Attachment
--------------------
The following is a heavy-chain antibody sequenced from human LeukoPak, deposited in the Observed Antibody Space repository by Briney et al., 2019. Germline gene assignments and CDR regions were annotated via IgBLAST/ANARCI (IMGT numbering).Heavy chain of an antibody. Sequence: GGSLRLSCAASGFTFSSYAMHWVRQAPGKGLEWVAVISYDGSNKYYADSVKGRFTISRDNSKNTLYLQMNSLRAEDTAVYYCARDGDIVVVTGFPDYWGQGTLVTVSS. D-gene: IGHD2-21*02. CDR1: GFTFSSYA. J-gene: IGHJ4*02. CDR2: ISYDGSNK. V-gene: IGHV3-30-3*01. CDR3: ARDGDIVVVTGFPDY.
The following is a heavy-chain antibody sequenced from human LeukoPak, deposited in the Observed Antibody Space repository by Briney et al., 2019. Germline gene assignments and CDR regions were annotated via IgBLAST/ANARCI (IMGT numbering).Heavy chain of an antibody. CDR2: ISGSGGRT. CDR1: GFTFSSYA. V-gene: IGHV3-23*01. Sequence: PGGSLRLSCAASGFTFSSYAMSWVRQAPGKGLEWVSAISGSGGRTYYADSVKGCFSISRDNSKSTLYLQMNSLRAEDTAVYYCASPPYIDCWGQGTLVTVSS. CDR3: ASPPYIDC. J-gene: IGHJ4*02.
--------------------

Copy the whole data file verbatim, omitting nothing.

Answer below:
The following is a heavy-chain antibody sequenced from human LeukoPak, deposited in the Observed Antibody Space repository by Briney et al., 2019. Germline gene assignments and CDR regions were annotated via IgBLAST/ANARCI (IMGT numbering).Heavy chain of an antibody. Sequence: GGSLRLSCAASGFTFSSYAMHWVRQAPGKGLEWVAVISYDGSNKYYADSVKGRFTISRDNSKNTLYLQMNSLRAEDTAVYYCARDGDIVVVTGFPDYWGQGTLVTVSS. D-gene: IGHD2-21*02. CDR1: GFTFSSYA. J-gene: IGHJ4*02. CDR2: ISYDGSNK. V-gene: IGHV3-30-3*01. CDR3: ARDGDIVVVTGFPDY.
The following is a heavy-chain antibody sequenced from human LeukoPak, deposited in the Observed Antibody Space repository by Briney et al., 2019. Germline gene assignments and CDR regions were annotated via IgBLAST/ANARCI (IMGT numbering).Heavy chain of an antibody. CDR2: ISGSGGRT. CDR1: GFTFSSYA. V-gene: IGHV3-23*01. Sequence: PGGSLRLSCAASGFTFSSYAMSWVRQAPGKGLEWVSAISGSGGRTYYADSVKGCFSISRDNSKSTLYLQMNSLRAEDTAVYYCASPPYIDCWGQGTLVTVSS. CDR3: ASPPYIDC. J-gene: IGHJ4*02.